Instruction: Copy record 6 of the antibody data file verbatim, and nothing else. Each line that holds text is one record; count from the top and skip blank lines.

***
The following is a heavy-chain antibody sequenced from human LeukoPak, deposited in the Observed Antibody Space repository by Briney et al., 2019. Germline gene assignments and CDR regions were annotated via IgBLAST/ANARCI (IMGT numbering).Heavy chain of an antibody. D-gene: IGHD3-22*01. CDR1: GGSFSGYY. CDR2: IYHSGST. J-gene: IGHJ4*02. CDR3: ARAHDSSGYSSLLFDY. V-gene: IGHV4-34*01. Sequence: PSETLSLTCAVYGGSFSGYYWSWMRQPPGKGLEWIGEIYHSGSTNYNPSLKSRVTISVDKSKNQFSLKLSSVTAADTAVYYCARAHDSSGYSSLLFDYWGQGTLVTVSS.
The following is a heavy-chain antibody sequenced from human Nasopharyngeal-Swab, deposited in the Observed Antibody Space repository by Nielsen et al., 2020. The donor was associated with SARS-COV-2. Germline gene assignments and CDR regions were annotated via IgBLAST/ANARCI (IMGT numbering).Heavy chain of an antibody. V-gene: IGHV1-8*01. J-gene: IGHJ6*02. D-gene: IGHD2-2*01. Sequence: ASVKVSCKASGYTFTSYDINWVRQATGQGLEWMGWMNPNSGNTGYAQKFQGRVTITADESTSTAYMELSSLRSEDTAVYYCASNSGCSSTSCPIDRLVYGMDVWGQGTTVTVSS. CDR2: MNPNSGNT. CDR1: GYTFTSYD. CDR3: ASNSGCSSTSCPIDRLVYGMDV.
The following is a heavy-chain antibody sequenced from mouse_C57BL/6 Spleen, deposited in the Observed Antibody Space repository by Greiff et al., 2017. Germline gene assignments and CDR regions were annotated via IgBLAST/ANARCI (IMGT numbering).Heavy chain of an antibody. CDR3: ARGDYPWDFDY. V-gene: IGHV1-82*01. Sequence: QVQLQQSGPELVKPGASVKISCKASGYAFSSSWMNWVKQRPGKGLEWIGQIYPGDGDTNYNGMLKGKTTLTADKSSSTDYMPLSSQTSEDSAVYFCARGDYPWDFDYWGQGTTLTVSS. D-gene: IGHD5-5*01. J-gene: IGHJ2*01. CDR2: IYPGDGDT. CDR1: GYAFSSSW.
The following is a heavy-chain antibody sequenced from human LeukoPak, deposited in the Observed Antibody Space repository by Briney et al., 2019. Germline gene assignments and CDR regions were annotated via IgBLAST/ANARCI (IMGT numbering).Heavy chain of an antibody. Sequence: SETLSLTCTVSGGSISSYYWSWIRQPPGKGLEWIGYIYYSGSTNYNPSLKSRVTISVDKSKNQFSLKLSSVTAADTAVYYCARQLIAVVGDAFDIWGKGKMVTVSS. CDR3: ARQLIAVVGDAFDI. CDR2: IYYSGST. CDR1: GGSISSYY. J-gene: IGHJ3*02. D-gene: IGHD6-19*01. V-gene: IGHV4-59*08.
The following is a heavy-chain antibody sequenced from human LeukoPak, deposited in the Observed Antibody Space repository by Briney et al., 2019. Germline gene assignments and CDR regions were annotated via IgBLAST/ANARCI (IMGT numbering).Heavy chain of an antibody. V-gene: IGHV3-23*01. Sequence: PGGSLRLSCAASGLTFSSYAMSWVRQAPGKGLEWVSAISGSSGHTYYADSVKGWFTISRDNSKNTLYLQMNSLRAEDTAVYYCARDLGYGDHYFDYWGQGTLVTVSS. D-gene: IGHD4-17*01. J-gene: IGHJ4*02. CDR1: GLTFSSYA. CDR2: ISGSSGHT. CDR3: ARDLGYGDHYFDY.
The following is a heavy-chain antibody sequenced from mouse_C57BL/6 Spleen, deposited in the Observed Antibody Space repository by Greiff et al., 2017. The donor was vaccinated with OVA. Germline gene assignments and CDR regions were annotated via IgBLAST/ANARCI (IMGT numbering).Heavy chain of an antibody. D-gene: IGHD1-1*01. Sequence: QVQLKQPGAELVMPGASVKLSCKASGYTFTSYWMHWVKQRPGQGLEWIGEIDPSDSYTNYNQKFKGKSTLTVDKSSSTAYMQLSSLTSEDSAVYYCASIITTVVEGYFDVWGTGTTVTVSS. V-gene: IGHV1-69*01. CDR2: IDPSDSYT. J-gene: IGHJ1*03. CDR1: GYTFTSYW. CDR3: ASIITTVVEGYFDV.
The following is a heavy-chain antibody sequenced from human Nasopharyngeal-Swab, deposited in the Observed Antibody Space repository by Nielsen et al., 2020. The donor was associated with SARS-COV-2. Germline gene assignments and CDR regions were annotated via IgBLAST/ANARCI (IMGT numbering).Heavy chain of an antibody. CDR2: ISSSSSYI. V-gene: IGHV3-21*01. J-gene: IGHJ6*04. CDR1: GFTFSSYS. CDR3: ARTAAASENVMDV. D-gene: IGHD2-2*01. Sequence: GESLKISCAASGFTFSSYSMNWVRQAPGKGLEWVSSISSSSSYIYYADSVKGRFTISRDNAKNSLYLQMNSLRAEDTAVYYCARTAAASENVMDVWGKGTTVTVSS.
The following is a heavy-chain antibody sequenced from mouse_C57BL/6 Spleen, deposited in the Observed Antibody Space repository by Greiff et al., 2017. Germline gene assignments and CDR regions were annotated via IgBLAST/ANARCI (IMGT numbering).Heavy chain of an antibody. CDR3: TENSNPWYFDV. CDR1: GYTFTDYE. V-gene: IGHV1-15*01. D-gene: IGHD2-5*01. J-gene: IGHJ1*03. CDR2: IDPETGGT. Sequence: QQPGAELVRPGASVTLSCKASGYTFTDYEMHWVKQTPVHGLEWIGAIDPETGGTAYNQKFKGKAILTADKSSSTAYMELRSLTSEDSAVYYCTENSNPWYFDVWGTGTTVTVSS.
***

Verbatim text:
The following is a heavy-chain antibody sequenced from mouse_C57BL/6 Spleen, deposited in the Observed Antibody Space repository by Greiff et al., 2017. The donor was vaccinated with OVA. Germline gene assignments and CDR regions were annotated via IgBLAST/ANARCI (IMGT numbering).Heavy chain of an antibody. D-gene: IGHD1-1*01. Sequence: QVQLKQPGAELVMPGASVKLSCKASGYTFTSYWMHWVKQRPGQGLEWIGEIDPSDSYTNYNQKFKGKSTLTVDKSSSTAYMQLSSLTSEDSAVYYCASIITTVVEGYFDVWGTGTTVTVSS. V-gene: IGHV1-69*01. CDR2: IDPSDSYT. J-gene: IGHJ1*03. CDR1: GYTFTSYW. CDR3: ASIITTVVEGYFDV.